PONTE VEDRA BEACH, Florida — Tiger Woods withdrew from The Players Championship on Sunday with an injury that he fears might be a bulging disk in his upper back.
“I’ve been playing with a bad neck for about a month,” Woods said.
After hitting his drive well to the right on the seventh hole, Woods called for an official. He hit his second shot and grimaced, then walked to the middle of the fairway to shake hands with playing partner Jason Bohn before leaving on a golf cart.
Woods had his head bowed for several minutes as he sat in front of his locker, and other times kept his eyes closed as if he were in the middle of a nap before answering questions from three reporters. At one point, he slammed his golf shoe to the ground.
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“I’ve been playing through it,” Woods said quietly. “I can’t play through it anymore.”
He said he first felt the injury before the Masters and plans to have an MRI next week. He said he was having a hard time with the pain, and that there was a tingling sensation on his right side down to his fingers. As he was driven off in a golf cart, Woods continuing squeezed his right hand and released his fingers.
“I might have a bulging disk,” he said.
Woods said he does not know what caused the injury, only that “playing doesn’t help it.”
By withdrawing in the middle of the round, Woods no longer is eligible for the Vardon Trophy, awarded each year for the lowest adjusted scoring average on the PGA Tour. He has won the award eight times.
“I knew his neck had been bothering him but Tiger doesn’t ever make excuses, so it was hatd (hard) to tell just how bad it was,” swing coach Hank Haney said in a text message to The Associated Press. “Having said that he won the US Open on a broken leg and if he couldn’t play anymore today it must be pretty bad.”
Woods left the locker room and headed to a physical therapy trailer. He spent 37 minutes inside, then got whisked away from the course in a black SUV.
Bohn noticed that Woods loosened his neck muscles on the first tee, but he didn’t see any signs Woods was in pain until they exchanged pleasantries in the seventh fairway.
“He just said, ‘I”m done,'” Bohn said. “Then I kind of inquired about it. I said, ‘Are you OK? … I said, ‘Is it your wrist?’ He said, ‘No, it’s my neck.’ I could tell when he shook his hand; he kind of stiffened up. When your neck hurts, it’s pretty severe. But you could tell when he was leaving he was in pain.”
The large gallery following Woods dispersed soon after he did. Bohn played the final 11 holes alone — without all the FBI agents dressed in plain clothes, sheriff’s officers and extra volunteers who followed Woods around the Stadium Course all week.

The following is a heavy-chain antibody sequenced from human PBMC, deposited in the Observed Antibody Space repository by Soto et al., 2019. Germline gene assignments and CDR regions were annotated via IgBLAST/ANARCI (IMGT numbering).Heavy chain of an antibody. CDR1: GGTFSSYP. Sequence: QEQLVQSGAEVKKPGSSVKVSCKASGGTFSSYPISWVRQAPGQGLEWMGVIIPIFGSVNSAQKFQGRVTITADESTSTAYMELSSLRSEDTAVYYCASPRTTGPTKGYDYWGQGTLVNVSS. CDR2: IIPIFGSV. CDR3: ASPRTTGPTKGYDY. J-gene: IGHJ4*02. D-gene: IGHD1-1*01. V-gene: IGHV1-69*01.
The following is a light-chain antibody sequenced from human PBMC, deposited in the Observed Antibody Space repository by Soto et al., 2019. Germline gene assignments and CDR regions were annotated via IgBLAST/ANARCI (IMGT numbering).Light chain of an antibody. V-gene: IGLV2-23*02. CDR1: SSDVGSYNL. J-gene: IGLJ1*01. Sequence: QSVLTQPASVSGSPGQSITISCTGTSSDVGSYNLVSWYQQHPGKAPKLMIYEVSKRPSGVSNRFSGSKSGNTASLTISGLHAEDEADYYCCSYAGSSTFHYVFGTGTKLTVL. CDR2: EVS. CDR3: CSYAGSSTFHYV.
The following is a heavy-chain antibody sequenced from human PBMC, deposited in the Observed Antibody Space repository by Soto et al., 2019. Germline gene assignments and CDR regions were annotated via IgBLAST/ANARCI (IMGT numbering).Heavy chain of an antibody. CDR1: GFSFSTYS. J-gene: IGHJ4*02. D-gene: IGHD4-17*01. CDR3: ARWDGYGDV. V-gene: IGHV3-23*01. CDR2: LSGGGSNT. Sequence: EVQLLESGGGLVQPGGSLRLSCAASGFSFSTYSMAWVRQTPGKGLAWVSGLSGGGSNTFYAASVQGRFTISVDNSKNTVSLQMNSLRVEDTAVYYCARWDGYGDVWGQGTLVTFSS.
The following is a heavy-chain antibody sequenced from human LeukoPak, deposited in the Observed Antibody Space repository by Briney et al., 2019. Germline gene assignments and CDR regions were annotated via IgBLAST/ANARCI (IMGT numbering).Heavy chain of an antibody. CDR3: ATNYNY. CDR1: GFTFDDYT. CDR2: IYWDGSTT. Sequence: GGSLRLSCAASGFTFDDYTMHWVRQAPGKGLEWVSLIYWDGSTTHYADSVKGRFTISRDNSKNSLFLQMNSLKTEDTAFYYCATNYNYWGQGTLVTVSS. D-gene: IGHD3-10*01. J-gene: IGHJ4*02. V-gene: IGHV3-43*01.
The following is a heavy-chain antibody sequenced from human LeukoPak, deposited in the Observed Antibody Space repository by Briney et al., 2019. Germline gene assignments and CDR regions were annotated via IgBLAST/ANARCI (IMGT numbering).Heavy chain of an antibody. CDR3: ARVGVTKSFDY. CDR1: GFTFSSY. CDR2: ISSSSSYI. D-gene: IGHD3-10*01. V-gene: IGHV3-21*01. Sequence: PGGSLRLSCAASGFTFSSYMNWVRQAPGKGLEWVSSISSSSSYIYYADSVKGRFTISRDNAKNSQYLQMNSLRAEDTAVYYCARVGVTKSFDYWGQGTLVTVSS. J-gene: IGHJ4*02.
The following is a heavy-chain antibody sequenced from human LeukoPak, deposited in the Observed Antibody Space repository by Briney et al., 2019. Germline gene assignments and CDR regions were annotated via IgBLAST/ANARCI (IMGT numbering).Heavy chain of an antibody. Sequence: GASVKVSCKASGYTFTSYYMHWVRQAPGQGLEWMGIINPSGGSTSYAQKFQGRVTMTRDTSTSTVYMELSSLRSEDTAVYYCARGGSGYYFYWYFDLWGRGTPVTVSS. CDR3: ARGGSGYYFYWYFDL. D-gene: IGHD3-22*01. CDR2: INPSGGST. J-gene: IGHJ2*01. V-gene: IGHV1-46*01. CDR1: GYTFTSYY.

“I was a little disappointed,” Bohn said jokingly after shooting an 8-over 80. “I thought they were there for me to be honest.”
Nearly a hundred reporters and photographers waited outside the physical therapy trailer for Woods, who was whisked away in a black SUV without taking more questions.
It is the first time he has withdrawn from a tournament since the Nissan Open at Riviera in 2006, when he narrowly made the cut and withdrew from the final two rounds because of the flu. He also withdrew from the 1995 U.S. Open at Shinnecock Hills has a 19-year-old amateur because of a wrist injury from hitting out of deep rough.
Woods started the final round 10 shots out of the lead and was 2 over through six holes
It was only his third tournament back from a five-month hiatus after he was caught having extramarital affairs. Woods tied for fourth at the Masters, then missed the cut last week at Quail Hollow with the second-highest round (79) and the highest 36-hole score (153) of his PGA Tour career.
Woods at times stretched and rolled his neck between shots over the last three days, when he produced some good golf along with some shots that didn’t remotely resemble the No. 1 player in the world. He popped up two tee shots with his 3-wood, and hit another one at a 45-degree angle. In relatively easy scoring conditions, Woods had rounds of 70-71-71 and was tied for 45th going into the last round.
He left as the No. 1 player in the world. Whether he stays there depends on Phil Mickelson, who teed off later Sunday and had to win the tournament to reach No. 1 for the first time in his career.